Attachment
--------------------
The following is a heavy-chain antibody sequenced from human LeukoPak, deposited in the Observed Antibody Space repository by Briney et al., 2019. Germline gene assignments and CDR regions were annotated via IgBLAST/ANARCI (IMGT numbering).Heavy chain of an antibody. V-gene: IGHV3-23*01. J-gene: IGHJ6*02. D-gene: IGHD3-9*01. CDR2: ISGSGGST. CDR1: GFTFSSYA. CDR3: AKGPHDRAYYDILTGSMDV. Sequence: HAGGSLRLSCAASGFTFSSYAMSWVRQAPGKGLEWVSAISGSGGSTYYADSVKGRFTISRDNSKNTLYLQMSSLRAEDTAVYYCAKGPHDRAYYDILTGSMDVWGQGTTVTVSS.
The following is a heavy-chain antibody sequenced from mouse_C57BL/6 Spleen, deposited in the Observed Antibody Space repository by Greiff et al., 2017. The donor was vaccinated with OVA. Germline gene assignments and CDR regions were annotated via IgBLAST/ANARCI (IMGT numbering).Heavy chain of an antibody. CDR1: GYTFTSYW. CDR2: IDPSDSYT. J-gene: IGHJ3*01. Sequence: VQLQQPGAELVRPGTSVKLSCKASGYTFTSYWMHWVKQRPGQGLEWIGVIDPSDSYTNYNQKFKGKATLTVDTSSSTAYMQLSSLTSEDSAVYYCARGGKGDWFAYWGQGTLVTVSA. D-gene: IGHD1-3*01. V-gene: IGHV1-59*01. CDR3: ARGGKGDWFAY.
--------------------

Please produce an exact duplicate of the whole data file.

The following is a heavy-chain antibody sequenced from human LeukoPak, deposited in the Observed Antibody Space repository by Briney et al., 2019. Germline gene assignments and CDR regions were annotated via IgBLAST/ANARCI (IMGT numbering).Heavy chain of an antibody. V-gene: IGHV3-23*01. J-gene: IGHJ6*02. D-gene: IGHD3-9*01. CDR2: ISGSGGST. CDR1: GFTFSSYA. CDR3: AKGPHDRAYYDILTGSMDV. Sequence: HAGGSLRLSCAASGFTFSSYAMSWVRQAPGKGLEWVSAISGSGGSTYYADSVKGRFTISRDNSKNTLYLQMSSLRAEDTAVYYCAKGPHDRAYYDILTGSMDVWGQGTTVTVSS.
The following is a heavy-chain antibody sequenced from mouse_C57BL/6 Spleen, deposited in the Observed Antibody Space repository by Greiff et al., 2017. The donor was vaccinated with OVA. Germline gene assignments and CDR regions were annotated via IgBLAST/ANARCI (IMGT numbering).Heavy chain of an antibody. CDR1: GYTFTSYW. CDR2: IDPSDSYT. J-gene: IGHJ3*01. Sequence: VQLQQPGAELVRPGTSVKLSCKASGYTFTSYWMHWVKQRPGQGLEWIGVIDPSDSYTNYNQKFKGKATLTVDTSSSTAYMQLSSLTSEDSAVYYCARGGKGDWFAYWGQGTLVTVSA. D-gene: IGHD1-3*01. V-gene: IGHV1-59*01. CDR3: ARGGKGDWFAY.